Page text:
It stole my beer 

click to enlarge SHUTTERSTOCK - trouble brewing Pique columnist Leslie Anthony says that extreme droughts related to climate change are harming barley crops around the world.
  • Shutterstock
  • trouble brewing Pique columnist Leslie Anthony says that extreme droughts related to climate change are harming barley crops around the world.

We know that climate change is affecting global weather patterns in a way that will require us to adjust everything from coastal habitations to agricultural expectations. We've heard plenty about future food security as a result of regional weather shifts, but another dimension has recently emerged: potential effects on indulgence industries, things not strictly necessary for survival but which affect our collective quality of life—like wine and beer.

Granted, a shortage of alcoholic beverages is unimportant compared to life-threatening climate impacts such as floods and fires, but it will affect social aspects of human life and commerce, as well as—dare I say—coping mechanisms for many.

With both industries studying the future impacts of climate change on production and pricing, one might even come to say—paraphrasing a famous Whistler band name, which itself echoes a universal party/pub lament—"It stole my beer."

Research indeed suggests trouble brewing on the beer front, with extreme heatwaves and droughts increasingly damaging the global barley crop and leading to dramatic price spikes.

One study employed various models to examine the effects of extreme weather on barley yields over the next 80 years, and its impact on beer supply and price. Under current carbon-emission scenarios, beer consumption fell by about a third in Ireland, Belgium and the Czech Republic, a quarter in the U.K., 14 per cent in the U.S., nine per cent in China (now the world's largest beer consumer), and seven per cent in Australia. More ominously, under best-case scenarios of deep and rapid emission reductions, beer consumption in Ireland, Belgium and the Czech Republic would still fall between nine and 13 per cent, with similar drops in Canada and Germany.

Climate is also challenging the quality and yield of hops. Most U.S. hops are grown in Washington, Oregon and Idaho, states increasingly threatened by drought. But the problem isn't restricted to North America: in 2017, Europe experienced one of the worst hop crops in decades; with supply falling far short of demand, prices soared.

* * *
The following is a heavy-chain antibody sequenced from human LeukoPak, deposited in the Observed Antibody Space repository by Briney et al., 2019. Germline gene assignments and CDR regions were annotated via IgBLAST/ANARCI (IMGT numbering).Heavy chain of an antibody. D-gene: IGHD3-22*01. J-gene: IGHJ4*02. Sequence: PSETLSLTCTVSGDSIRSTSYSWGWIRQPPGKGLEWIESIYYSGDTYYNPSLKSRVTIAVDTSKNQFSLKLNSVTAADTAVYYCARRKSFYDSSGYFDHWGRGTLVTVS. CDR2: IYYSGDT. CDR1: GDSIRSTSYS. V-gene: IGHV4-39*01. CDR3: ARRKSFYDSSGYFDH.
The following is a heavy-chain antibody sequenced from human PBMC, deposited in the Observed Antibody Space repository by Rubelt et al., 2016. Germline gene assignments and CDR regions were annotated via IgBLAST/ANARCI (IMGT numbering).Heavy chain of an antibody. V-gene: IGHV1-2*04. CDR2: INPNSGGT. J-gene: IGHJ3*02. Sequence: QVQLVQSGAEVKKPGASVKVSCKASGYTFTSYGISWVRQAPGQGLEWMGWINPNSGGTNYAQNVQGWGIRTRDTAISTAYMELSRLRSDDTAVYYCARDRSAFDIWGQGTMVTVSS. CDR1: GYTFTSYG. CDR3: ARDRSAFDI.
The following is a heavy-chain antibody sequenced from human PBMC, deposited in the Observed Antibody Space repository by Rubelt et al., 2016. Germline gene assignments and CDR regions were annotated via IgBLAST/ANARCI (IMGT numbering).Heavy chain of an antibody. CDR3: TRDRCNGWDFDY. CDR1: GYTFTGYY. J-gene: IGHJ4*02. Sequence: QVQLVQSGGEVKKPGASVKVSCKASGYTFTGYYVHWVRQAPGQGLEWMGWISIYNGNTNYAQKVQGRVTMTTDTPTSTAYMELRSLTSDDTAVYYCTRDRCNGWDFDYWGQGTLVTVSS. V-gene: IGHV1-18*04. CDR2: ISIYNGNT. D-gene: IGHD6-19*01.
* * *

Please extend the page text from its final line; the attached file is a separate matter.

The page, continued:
Producers everywhere may be searching for a new hops-growing Shangri-la, but moving large-scale production isn't easy—especially in the midst of a craft-beer revolution that puts increased pressure on supply for boutique, geographically restricted strains. Dr. Joshua Fisher, a climate scientist at NASA, believes we've reached a tipping point for hops in the Pacific Northwest with respect to summer rainfall and accepted norms in plant growth. Ongoing increases in hop usage will make weather dependency even higher in the future.

The same can be said for wine-making grapes—with both the plants in general, and varietals in particular, having similarly specific climate demands. Currently, all grapes grow between the 30th and 50th parallels on either side of the equator, but global warming is shifting this range. In the Northern Hemisphere, grape-growing is creeping northward into the Netherlands and Scandinavia, which are already making decent wine, as well as into novel terroirs such as India, China, and Tibet.

Climate change has forced the wine industry to evolve more in the past two decades than over the previous 500 years, with examples like the 2017 California wildfires that destroyed 101, 000 hectares in Napa, and extreme freezes in France than have caused major crop failures in regions such as Burgundy. By 2069, it's projected, the area may be too warm to produce "Burgundy" at all, relying instead on grapes more like North American pinot, or simply producing blends.

As more winemakers utilize blends to compensate for bad years, reliance on manmade production technologies may bring an end to the concept of vintages. Already scientists are experimenting with making wine in a lab from molecular constituents that will obviate the need for grapes. Cork is a limited resource that may also soon see its end: the oak tree from whose bark it derives grows only in southern Europe and North Africa, where climates are rapidly changing.

Given wine's resilience through the vicissitudes of human history, we can assume that it will still be around in 50 years, even as it becomes harder to produce. Already wineries are following the craft-beer model of focusing equally on the experiential side of drinking, setting up tasting rooms in urban centres and experimenting with virtual-reality tours and tastings that will eliminate the need to visit wine country.

Climate change may not eliminate wine and beer, but you can bet things are going to get a little weird.

Leslie Anthony is a science/environment writer and author who holds a doctorate in connecting the dots.


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